My unlikely Valentine: the Winter Olympics

Photo by Blake Israel

Please note that I enjoy the Olympics; however, it should be stated there are several decisions made by the Olympic committee I disagree with. 

Whenever I refer to the Olympics, I am referring to the games and not the organization.

Honestly, I’m a fish outta water — or a better analogy would be a penguin without snow.

With temperatures hovering around 32 Fahrenheit, could you blame me for forgetting that somewhere halfway across the world the world’s best athletes are competing in the Beijing 2022 Winter Olympics?

I love the winter Olympics. Simply. Since Vancouver 2010, I have been addicted.

In the spirit of Valentine’s day, let’s explore my fondness for the winter Olympics discussing the most romantic sports, heartwarming stories, tumultuous relationships and best events to snuggle up and watch.

Most romantic sport? 

Obviously, it has to be pair figure skating — the elegance, the poise, the tension, the drama; it’s a reality show that writes itself.

One of the most famous examples is Tonya Harding’s and Nancy Kerrigan’s relationship, retold in “I, Tonya”.

If you don’t want to watch the movie, in short, it’s about American figure skaters, fierce competitors, how Harding’s ex assaulted Kerrigan with a crowbar to the knee, and how Kerrigan came back to win silver in the 1994 Olympics a month later.

However, would you believe me if I said there was a more romantic sport? 

Well, there is. In fact, there are two of them, one of them being a solo sport.

Number two would have to be Ice Hockey. Canada vs USA rivalries. 

The cellies. 

The physicality. 

The crowd. 

Being one of the few team games in the winter Olympics, the energy is ecstatic. 

Don’t believe me? Just search “The Golden Goal”. 

Number one, without debate, would have to be the Luge.

To an average onlooker, the luge is an insane competition with even more insane competitors. It is the fastest sliding sport, with athletes zooming at 145 kilometer per hour on what is basically a metal sled. 

Yet it is surprisingly one of the least dangerous winter sports seeing a little over 8 injuries per 100 competitors (Sochi 2014). 

Lugers may be insane for trusting their toboggans, but aren’t we all looking for that insane connection?

We all know of Olympic couples and families — they’re commonplace — however, families completing together are few and far between. 

The Dufour-Lapointe sisters compete in freestyle skiing, women’s moguls.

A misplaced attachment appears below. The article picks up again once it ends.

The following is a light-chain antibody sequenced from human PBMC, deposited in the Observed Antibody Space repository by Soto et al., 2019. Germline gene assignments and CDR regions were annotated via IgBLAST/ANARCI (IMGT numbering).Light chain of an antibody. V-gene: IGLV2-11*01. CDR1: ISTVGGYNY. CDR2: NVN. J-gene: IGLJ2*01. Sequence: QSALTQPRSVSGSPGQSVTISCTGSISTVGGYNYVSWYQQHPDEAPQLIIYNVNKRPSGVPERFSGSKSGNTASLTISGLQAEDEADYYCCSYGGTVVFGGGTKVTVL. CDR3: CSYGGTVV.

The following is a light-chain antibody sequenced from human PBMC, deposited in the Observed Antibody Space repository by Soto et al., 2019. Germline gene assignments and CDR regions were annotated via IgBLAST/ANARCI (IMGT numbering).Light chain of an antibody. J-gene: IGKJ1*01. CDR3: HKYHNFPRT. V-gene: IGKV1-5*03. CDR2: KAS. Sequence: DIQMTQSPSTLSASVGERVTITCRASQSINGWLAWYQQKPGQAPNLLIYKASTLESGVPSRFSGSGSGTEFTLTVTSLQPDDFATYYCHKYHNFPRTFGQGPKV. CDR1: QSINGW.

During the 2014 Sochi Games, Justine and Chloe were first and second respectively while Maxime came 12th. 

This year the sisters looked to score in Bejing. Due to an unfortunate fall, Justine was out of the running. 

The fall made me sad, and Chloe approaching her sister with a talk and hug got me teary.

Cornelius Kersten and Ellia Smeding are the first Brits competing in speed skating since 1992. 

The couple funded their own dream, opening a coffee business (Brew 22) to offset the cost of competitions. 

From running a company together to training together to living together, they feel pretty lucky to be living this life together. 

The gracious competition can be seen across the events. 

Most recently for example, in the first biathlon at Bejing, the Slovenian team had assisted Roeiseland, the Norwegen biathlete, identify and fix a technical issue with the Norwegian rifle while racing. 

Roeiseland had come first place, safe to say this would have not been possible without the Slovenian physiotherapist. 

It’s so wholesome that I’m surprised the snow around the podium didn’t melt.

There are quite a few rivalries that differ between events, narratives that are always shifting, but as the Olympics continue to expand offered competitions, new characters enter the global story of friendly (for the most part) competition.

I have yet to talk about my all-time favorites, the ones that made me fall in love with the winter Olympics. 

The first event I ever recollect watching would be speed skating, this was right after I started learning to skate, and oh my, after watching the athletes, I tried my best to be a speed demon on the ice. 

Well, that was until I finally got to do what I adored. 

After watching Ashleigh McIvor win gold in the freestyle ski cross, I determined I must learn to ski which is exactly what I did. 

Curling has been the most recent addition to my list of favorites, and after working at the chalet as ski patrol, I have gotten well acquainted with curling goers. 

It is not an easy sport; don’t let the videos fool you.

The grace of the athletes is unmatched, not to mention it is magical to see how sensitive the stones are to any stimulus: the strategy behind the throw, constant error correction and even the collisions with others.

However, eight year old me understands if you switch the channel to an event that is more ‘exciting’ as long as you aren’t turning off the stream altogether.

If this is your first taste of the Olympics, to make sure you fall in love this Valentine’s day, I have created a list of all podium events occurring over the Valentine’s day weekend that are sure to get your heart racing.

On Friday, Feb. 11, I would definitely recommend that you tune into to watch Men’s Snowboard Halfpipe, Women’s Super-G. 

On Saturday, Feb. 12,  you’re going to want to make sure that you’re watching the Mixed Team Snowboard Cross, especially the Men’s Large Hill Individual. 

On Sunday, Feb. 13, you don’t want to miss the Short Track Speed Skating, specifically the Women’s 3000m Relay and the Men’s 500m.

On Monday, Feb. 14, make sure to watch Ice Dance, Women’s Arieals and Women’s Freeski Slopestyle. 

Happy watching!